Handily for the forgetful, a 15-minute ‘fast’ charge offers six hours of listening, too. In this day and age, you won’t be surprised to read that the No. 5909 charge via USB-C, and you’ll also be more relieved than surprised to know that a 1.2m USB-C charging cable and both 1.25m and 4m USB-C to 3.5mm cables for wired listening come supplied, packaged in an ovular hardshell case alongside a USB-C to USB-A adaptor, an airplane adaptor… and of course, the headphones themselves. Mark Levinson clearly believes the No. 5909 will be used both on the fly and at home, and it’s probably right.
Their design panders to both use cases – hefty and padded enough to enjoy for hours at home, yet also glitzy and compact enough (the cups can fold flat) to take out and about. Perhaps dubiously resembling AKG’s Quincy Jones-endorsed N90Q model from years previous, their red anodised aluminium frame, metallic painted ear cups (in red or black) and leather headband and earpads don’t immediately strike us as impressive for the money. Initially, we find ourselves questioning their perceived-versus-real value, especially as we slide our fingers over the small, plasticky earcup buttons. But after handling and wearing the No. 5909 for several weeks, it becomes easier to appreciate the remarkable quality of their construction.
In that time, however, we don’t become any more attached to the on-cup controls. We wish Mark Levinson had opted for a classier, more intuitive three-key volume and playback button, as it isn’t easy to quickly discern between the middle (play/pause and skip track) and side (volume up and volume down) controls when they’re being worn.
That an unremarkable button is the first and last of our criticisms gives you a strong hint at the answer to the question we posed at the beginning of our review: can wireless performance ever be so good as to justify such an expense? Again, the No. 5909 need to perform substantially better than the class-leading crop of cheaper competition – and they do.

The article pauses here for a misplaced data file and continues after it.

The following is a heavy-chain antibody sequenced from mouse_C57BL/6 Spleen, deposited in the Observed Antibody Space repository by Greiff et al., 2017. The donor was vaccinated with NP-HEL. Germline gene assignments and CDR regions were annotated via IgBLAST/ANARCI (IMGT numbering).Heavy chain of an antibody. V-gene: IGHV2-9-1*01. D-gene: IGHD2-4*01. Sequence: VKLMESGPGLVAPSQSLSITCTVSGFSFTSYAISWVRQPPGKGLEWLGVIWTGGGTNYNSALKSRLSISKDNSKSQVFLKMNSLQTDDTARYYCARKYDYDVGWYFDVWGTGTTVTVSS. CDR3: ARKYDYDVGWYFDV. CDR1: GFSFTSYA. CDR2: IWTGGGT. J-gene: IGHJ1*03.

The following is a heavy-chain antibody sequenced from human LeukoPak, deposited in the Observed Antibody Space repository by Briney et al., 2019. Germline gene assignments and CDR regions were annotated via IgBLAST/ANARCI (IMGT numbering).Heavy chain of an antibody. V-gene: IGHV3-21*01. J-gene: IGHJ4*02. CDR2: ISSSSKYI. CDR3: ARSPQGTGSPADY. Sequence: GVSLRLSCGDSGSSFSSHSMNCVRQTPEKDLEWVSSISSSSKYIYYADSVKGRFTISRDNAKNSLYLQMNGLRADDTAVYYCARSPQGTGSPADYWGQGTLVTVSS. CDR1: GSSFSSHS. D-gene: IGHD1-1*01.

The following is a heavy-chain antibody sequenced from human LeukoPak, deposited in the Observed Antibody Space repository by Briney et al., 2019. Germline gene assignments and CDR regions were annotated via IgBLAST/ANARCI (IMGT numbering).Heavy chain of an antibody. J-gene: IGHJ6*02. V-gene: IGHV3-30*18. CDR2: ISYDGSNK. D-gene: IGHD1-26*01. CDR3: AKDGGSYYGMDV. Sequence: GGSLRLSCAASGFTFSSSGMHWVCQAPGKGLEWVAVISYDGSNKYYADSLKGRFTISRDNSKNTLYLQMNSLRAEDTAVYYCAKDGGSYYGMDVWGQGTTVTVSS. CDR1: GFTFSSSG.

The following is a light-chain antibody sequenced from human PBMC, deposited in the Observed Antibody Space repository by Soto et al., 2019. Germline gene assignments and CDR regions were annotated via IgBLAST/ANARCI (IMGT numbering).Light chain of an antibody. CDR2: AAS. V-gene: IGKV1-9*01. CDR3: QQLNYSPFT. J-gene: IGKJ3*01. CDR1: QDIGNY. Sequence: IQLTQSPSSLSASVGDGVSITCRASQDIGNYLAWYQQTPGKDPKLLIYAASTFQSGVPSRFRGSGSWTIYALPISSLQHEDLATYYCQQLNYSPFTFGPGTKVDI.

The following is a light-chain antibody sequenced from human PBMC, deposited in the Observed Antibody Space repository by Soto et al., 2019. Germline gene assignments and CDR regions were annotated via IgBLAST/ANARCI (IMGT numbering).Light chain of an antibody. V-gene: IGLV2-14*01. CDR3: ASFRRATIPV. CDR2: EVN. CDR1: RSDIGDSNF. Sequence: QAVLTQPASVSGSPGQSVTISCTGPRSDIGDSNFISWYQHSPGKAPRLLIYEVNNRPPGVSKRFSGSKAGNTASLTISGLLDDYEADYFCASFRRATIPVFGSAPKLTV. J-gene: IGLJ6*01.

If we hadn’t unboxed the Levinsons and gone through the simple Bluetooth pairing process ourselves, we would be tempted to check for any wires dangling from the earcups. While the No. 5909’s performance is still short of the best available from similarly priced wired headphones, it’s easily the best wireless headphones performance we’ve come across.
The first adjective that comes to mind when we don the Mark Levinsons on our heads, connect them to our Astell & Kern music player via aptX HD Bluetooth and play Black Country, New Road’s Chaos Space Machine is ‘sparkling’, such is the crystal-clear and crisply detailed manner in which they present the track’s thespian instrumentation. The soundfield their 40mm Beryllium-coated drivers produce has the spic-and-span cleanliness and astute organisation to not be overwhelmed by the sonic density and frenetic energy of the experimental piece – even at higher listening levels, surprisingly. And every corner of it appears to embrace the subtle details and dynamics the septet has artistically shoehorned into the wild composition.
The vivacious production of Toto’s Rosanna gives the Mark Levinsons a sonic canvas on which to truly showboat – those drums biting, vocals rich, and guitar lines and keyboards infectiously musical. They lap it up as enthusiastically as a dog eats spilled ice cream. No part of the frequency spectrum is given undue priority, and that, coupled with the headphones’ attention to detail and brisk nature, makes the No. 5909 utterly compelling to listen to in a way lesser wireless headphones are not.
They aren’t just concerned with having a good time, either, as impressively shrewd when delivering the subtle dynamics and lingering harmonics of Ludovico Einaudi’s piano playing, and when asked to convey the woodwind textures and hit the climactic heights throughout The Hobbit: The Unexpected Journey soundtrack.
As alluded to previously, the Mark Levinson No. 5909 aren’t necessarily replacements for a wired set-up you’re happy with. A laptop feeding a Chord Mojo 2 DAC connected to Grado SR325x wired headphones offers greater all-round sonic sophistication and finesse. But for anyone who is after the convenience of wireless without sacrificing too much sound quality to get it, and lucky enough to afford such a best-of-both-worlds solution, the Mark Levinsons are highly recommendable.
Perceived value may not get top marks, but sonic value certainly does – and that’s really what matters here. Mark our words, these wireless headphones really wow.
- Sound 5
- Features 5
- Build 4
Read our review of the Apple AirPods Max
Also consider the Beyerdynamic Amiron Wireless
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Need ANC? Check out our best noise-cancelling headphones guide
I don't like the ear pads and headband. I wish more companies had an Alcantara option. I realize they probably wanted to hit that $999 price point and put the bulk of the value in the sound.
The app doesn't render properly on the Samsung Z Fold 4 big screen, which is weird for a company owned by Samsung.